Do you want to invest in multi-family properties? Does the thrill of the income potential excite you to the core? If so, it is time to get informed so you can be a true success as you step into this energizing arena.
We are now onto Part Three, the final post of the series on investing in multi-family properties (see posts one and two here). We’ve discussed why multi-family properties are an excellent option for serious investors, and many of the key differences between single family homes and multi-family homes.
Now, we’ll get into the weeds a bit to gently break down some additional information to help you take the next step with confidence.
The Ultimate Guide to Multi-Family Investing: Part Three
19 Foundational Factors to Know to Invest in Multi-Family Properties
- Exit Strategy – Make sure you know your exit strategy for properties, in the case things are not as they seem.
- Capital – What kind of capital do you personally have, or have access to?
- Location – What kinds of multi-family properties are realistically around the area where you wish to invest?
- Education of Process – Important to be educated and informed about how the process works for multi-family properties
- Understanding of the Differences – Yes, they are different, so make sure you have done your homework to understand where, why, and how
- Gross Potential Income (GPI) is the total income potential of a property with full occupancy and fully paid rent amounts.
- Vacancy Factor is a percentage that shows how often a unit was vacant throughout the year (low vacancy rates mean the property rents well).
- Effective Gross Income is the income a property is expected to produce once expenses and factors for vacancy or collection are removed.
- Operating Expense is the general cost of basic operations for managing a property.
- Net Operating Income (NOI) is the total left of the difference between the amount of income brought in by a property minus the reasonable expenses for maintenance and management.
- Capitalization Rate (Cap rate) is a key indicator to show investors how well the property is producing income (the higher the rate, the better the return on investment; rates vary according to your area).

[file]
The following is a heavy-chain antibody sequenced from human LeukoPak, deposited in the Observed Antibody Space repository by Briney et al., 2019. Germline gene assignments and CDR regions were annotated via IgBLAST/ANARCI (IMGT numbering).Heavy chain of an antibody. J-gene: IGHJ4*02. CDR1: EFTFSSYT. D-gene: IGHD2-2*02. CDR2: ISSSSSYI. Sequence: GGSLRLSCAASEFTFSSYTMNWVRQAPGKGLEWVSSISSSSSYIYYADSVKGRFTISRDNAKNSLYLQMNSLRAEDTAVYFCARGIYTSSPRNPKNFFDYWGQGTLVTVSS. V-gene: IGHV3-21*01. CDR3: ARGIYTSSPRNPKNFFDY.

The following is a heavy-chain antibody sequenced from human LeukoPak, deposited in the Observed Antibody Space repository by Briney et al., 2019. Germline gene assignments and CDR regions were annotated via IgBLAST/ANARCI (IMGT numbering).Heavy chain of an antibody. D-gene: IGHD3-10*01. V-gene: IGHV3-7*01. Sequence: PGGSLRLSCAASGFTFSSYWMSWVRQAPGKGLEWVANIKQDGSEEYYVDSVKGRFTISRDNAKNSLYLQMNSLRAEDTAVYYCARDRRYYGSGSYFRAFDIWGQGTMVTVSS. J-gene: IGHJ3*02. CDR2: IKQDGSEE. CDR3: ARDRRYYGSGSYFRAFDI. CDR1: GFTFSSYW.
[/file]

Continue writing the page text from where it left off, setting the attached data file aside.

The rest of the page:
- Debt Service Coverage Ratio is basically the number that tells investors (namely banks) whether or not a property is receiving a sufficient amount of income to pay for it’s expenses each month.
- Break Even Ratio is a calculation used to determine exactly what rate the units needs to be filled in order to provide a sufficient income to meet all expenses.
- Gross Rent Multiplier is a super rough calculation to determine the value of a property by dividing the purchase price of a property by its total annual income. It is a far from perfect calculation, but still one to know.
- Cash on Cash Return calculates the NOI (remember, difference between gross income minus expenses) divided by total amount of cash invested.
- Single Family Homes are a less complex investment option, so the contract periods last only about 30-60 days. The contract starts as soon as the contract or lease option is signed. Investors get a limited period of time for due diligence, which begins on day one of the signed contract, and lasts about 2-3 weeks.
- Multi-Family Homes have a bit more to consider. The starting point is a Letter of Intent (LOI) given by the intended buyer (you). Typically it takes about 90 or more days to close, and the due diligence period begins once the seller provides all requests documents to the potential buyer.
- Multi-family properties are a bit more difficult to track down than single family homes. There is not as simple a process to find them, like driving for dollars is for single family homes. Typical ways to find multi-family properties on the market are through For Sale By Owner or Bank Owned signs, seller lists, and simply looking for the rundown properties in disrepair (often a sign of a disgruntled owner or landlord).
- While I know flips and mega-sales are super sexy for TV, the truth is that the slow and steady, race-winning focus to create passive incomes with rental units just is not tv glam. Shows want ratings and profits, but you want to truly make a difference for your future. So, while it might not be sexy enough for tv, it is certainly sexy enough for your goals.
Are You Ready to Jump In to Multi-Family Properties?
At this point I know you see the awesome value in multi-family properties and why you should definitely plan to add them to your passive income strategy. But, maybe you are ready to get started right now! If so, I’ve already told you in post one and post two all about my targeted course to make sure you know everything you need to explode your potential with multi-family properties.
Apartment Blitz is truly the best course for this purpose. It is exactly what is needed when you’re are ready to uplevel your game and step into the next stage of your investing journey. To get learn more about how to get started, click here.
That’s a Wrap, but It’s Not the End!
Well, I hope you have enjoyed this serious overview of all things multi-family properties, but this is not the end for you. Truly when is an investor ever finished?
Take that next step to advance your investing journey and grow that GRIT to stick through the hard stuff along with the simple. It’s a process that is only worked out one step at a time, so take action, do the work, and let the success speak for itself. You got this.
What excites you most about investing in multi-family properties? Share your thoughts below.
Check out the other posts in the series: